Many of the recent advances in the treatment of the leukemia* and lymphomas have been associated with schedules consisting of two or more drugs given concomitantly or sequentially. Agents that produce toxicity in different organs are said to have independent toxicity. They can be combined frequently at full doses to produce increased damage to the tumor but little or no increased toxicity to the patient. Methotrexate and 6-mercaptopurine, both antimetabolites and both producing damage to the bone marrow and gastrointestinal tract, would be expected to have additive toxic effects. Data exist, however, to show that when 60 to 70 percent of the normal dose of the two drugs is combined, the combined toxicity is not greater than the toxicity of either drug alone.

Treatment Schedules Improved Combination Chemother 51

Recent research has shown that combinations of several of these six drugs have effectively, although temporarily, controlled acute granulocytic leukemia, a type of leukemia that strikes many more adults than children and against which little progress has been made until now.

An example of an effective program of combination chemotherapy is one in progress at the National Cancer Institute for the treatment of acute lymphocytic leukemia of childhood. The drugs were given in 5-day courses as follows: vincristine on Day 1; prednisolone, methotrexate, and 6-mercaptopurine on Days 1-5. These courses were separated by the minimum required interval for recovery from bone marrow and gastrointestinal toxicity. The doses of the two antimetabolites were increased as necessary during induction of remission. The doses of vincristine and prednisolone were at a maximum level from the start. Sufficient courses of the four drugs were given to induce complete remission. Four additional courses were given during the first two months of remission, and then monthly "pulses" for a period of one year, so that the total duration of combination chemotherapy during remission was approximately 14 months. Results of the study are described on page 36.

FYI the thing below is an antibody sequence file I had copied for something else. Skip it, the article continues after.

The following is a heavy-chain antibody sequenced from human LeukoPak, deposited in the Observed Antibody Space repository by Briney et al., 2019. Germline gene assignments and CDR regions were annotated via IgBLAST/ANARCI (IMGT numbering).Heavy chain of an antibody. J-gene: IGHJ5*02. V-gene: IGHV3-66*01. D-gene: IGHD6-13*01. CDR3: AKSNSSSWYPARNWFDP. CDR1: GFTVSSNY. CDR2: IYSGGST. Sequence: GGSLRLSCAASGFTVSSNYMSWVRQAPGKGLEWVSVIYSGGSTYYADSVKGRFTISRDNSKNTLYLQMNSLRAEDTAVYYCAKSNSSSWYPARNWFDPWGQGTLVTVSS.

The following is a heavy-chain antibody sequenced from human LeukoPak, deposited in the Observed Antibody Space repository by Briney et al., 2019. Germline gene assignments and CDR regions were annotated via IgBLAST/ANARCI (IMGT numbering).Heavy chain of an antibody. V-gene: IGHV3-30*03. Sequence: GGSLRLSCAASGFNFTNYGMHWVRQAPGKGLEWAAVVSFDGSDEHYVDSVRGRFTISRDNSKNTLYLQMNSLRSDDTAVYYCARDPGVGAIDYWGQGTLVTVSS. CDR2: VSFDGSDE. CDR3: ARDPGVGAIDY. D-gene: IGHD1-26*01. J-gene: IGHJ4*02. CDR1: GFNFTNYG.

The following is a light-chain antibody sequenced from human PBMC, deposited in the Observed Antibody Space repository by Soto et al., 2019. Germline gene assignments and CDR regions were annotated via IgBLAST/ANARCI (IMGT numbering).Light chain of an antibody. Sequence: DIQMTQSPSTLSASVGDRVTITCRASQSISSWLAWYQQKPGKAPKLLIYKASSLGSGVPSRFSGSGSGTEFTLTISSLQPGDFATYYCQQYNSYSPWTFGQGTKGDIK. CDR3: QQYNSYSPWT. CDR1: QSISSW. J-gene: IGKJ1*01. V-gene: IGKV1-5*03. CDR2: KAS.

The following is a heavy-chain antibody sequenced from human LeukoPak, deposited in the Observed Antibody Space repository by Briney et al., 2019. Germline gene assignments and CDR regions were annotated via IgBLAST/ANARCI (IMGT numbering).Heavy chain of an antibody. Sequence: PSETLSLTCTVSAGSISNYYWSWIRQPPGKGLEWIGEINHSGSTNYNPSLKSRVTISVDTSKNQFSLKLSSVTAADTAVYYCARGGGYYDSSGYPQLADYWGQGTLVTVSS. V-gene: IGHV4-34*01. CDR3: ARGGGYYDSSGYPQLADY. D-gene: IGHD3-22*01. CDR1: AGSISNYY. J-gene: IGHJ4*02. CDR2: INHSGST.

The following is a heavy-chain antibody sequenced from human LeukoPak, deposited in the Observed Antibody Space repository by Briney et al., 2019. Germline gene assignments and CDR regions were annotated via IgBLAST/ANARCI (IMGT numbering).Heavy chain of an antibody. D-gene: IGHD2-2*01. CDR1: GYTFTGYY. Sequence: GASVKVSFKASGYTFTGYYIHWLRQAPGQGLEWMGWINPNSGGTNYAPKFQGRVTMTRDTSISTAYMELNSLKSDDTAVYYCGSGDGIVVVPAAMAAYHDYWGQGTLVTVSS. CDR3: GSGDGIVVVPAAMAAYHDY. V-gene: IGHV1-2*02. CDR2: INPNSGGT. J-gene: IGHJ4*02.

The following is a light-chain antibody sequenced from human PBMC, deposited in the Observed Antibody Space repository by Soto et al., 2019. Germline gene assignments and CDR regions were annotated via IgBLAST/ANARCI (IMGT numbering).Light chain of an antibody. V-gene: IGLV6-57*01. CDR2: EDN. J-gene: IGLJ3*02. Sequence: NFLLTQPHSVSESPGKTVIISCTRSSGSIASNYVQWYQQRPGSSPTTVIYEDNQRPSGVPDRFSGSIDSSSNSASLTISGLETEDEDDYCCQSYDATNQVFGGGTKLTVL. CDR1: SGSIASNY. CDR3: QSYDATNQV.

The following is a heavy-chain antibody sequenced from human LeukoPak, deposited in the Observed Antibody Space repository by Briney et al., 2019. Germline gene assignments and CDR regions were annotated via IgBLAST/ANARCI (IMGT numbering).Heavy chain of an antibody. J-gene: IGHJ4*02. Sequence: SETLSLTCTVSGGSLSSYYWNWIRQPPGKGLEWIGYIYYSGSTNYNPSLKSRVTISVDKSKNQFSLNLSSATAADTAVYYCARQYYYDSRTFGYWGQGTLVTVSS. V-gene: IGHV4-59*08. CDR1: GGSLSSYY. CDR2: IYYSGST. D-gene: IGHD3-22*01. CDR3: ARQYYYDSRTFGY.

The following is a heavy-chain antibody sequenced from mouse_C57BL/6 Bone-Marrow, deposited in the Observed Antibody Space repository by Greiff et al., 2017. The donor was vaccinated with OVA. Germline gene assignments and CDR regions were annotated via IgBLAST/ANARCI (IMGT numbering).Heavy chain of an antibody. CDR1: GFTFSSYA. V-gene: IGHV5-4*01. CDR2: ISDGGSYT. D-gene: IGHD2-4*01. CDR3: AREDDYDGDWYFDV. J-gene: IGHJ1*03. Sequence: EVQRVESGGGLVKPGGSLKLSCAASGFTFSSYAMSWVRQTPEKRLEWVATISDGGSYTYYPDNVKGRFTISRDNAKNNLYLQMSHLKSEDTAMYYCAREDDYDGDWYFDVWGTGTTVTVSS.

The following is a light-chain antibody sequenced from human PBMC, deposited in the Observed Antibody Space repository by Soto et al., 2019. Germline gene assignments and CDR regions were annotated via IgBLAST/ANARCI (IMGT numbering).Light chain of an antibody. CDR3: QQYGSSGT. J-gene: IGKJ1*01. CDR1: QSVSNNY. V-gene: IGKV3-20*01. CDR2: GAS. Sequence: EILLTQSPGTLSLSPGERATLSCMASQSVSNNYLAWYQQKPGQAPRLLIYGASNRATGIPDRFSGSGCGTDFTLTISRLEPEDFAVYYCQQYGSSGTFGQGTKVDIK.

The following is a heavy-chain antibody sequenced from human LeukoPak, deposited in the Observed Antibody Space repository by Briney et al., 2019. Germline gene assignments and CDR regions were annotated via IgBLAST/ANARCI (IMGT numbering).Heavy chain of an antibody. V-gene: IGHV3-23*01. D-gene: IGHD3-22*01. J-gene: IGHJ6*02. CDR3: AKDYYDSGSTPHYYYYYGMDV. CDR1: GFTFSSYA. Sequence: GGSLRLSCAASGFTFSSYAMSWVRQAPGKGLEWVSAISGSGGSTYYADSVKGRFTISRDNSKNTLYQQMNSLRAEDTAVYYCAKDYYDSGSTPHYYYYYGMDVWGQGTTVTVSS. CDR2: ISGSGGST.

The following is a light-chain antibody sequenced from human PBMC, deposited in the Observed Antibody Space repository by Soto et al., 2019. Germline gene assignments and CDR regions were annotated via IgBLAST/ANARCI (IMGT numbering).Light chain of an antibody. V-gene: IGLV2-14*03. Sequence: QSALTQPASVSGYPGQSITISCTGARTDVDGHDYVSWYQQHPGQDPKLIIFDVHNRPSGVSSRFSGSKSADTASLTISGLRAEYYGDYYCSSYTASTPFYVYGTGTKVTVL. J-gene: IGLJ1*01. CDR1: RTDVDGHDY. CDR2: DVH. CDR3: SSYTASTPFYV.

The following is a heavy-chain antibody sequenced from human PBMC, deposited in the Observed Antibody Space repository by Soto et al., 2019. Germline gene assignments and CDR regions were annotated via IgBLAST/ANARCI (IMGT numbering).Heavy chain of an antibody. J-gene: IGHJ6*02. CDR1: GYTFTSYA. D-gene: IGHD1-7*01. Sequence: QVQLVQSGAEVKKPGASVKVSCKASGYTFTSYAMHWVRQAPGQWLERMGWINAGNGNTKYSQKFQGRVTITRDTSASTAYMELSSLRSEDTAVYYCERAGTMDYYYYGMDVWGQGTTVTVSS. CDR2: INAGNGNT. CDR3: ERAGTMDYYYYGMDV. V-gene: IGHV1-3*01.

Combination chemotherapy has effectively, although temporarily, controlled acute granulocytic leukemia. This is a type of leukemia against which little progress has been made until now. Six agents are effective against this type of cancer: methotrexate, 6-mercaptopurine, methylgly oxal-bis-guanylhydrazone, cytosine arabinoside, daunomycin, and 6-methyl-mercaptopurine riboside. Only a few of the possible combinations have been tried, but most of them have been superior to the drugs used singly.

Early results of a recent study were reported in which a combination of 6-mercaptopurine and 6-methylmercaptopurine riboside produced complete remissions in 7 of 29 patients. The therapeutic effect of the drug combination was synergistic; that is, greater than that of either drug alone. In fact, preliminary clinical studies suggested that the riboside alone has very little activity against acute granulocytic leukemia.

An effective four-drug treatment for advanced Hodgkin's disease utilized a schedule consisting of six 28-day courses of nitrogen mustard, vincristine, methyl hydrazine derivative (MIH), and prednisone. The first two drugs were given on the first and seventh day of each 28-day course. The last two drugs were given continuously for the first 14 days—MIH during each of the six courses and prednisone during course 1 and 4 only. Although all patients had advanced disease, most were able to receive almost all of their treatment as outpatients. Results of the study are described on page 43.